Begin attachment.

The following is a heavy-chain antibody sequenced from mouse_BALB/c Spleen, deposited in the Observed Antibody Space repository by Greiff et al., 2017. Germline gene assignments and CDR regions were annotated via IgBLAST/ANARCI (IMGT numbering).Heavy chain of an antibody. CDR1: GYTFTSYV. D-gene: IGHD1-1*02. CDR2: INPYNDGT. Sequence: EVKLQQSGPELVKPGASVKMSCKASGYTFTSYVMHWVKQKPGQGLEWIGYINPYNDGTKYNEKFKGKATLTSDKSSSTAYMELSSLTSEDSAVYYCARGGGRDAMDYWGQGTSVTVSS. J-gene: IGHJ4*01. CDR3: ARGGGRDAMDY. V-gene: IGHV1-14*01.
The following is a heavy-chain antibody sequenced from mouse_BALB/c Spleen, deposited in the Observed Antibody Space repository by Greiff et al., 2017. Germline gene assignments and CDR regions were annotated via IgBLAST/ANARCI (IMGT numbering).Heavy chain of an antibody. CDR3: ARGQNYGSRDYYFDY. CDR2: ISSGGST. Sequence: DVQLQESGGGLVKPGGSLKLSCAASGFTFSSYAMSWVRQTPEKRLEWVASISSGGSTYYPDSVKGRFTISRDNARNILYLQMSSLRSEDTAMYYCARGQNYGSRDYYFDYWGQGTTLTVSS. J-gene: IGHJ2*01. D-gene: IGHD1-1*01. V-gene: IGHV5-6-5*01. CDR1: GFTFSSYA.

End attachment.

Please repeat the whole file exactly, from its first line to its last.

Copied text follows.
The following is a heavy-chain antibody sequenced from mouse_BALB/c Spleen, deposited in the Observed Antibody Space repository by Greiff et al., 2017. Germline gene assignments and CDR regions were annotated via IgBLAST/ANARCI (IMGT numbering).Heavy chain of an antibody. CDR1: GYTFTSYV. D-gene: IGHD1-1*02. CDR2: INPYNDGT. Sequence: EVKLQQSGPELVKPGASVKMSCKASGYTFTSYVMHWVKQKPGQGLEWIGYINPYNDGTKYNEKFKGKATLTSDKSSSTAYMELSSLTSEDSAVYYCARGGGRDAMDYWGQGTSVTVSS. J-gene: IGHJ4*01. CDR3: ARGGGRDAMDY. V-gene: IGHV1-14*01.
The following is a heavy-chain antibody sequenced from mouse_BALB/c Spleen, deposited in the Observed Antibody Space repository by Greiff et al., 2017. Germline gene assignments and CDR regions were annotated via IgBLAST/ANARCI (IMGT numbering).Heavy chain of an antibody. CDR3: ARGQNYGSRDYYFDY. CDR2: ISSGGST. Sequence: DVQLQESGGGLVKPGGSLKLSCAASGFTFSSYAMSWVRQTPEKRLEWVASISSGGSTYYPDSVKGRFTISRDNARNILYLQMSSLRSEDTAMYYCARGQNYGSRDYYFDYWGQGTTLTVSS. J-gene: IGHJ2*01. D-gene: IGHD1-1*01. V-gene: IGHV5-6-5*01. CDR1: GFTFSSYA.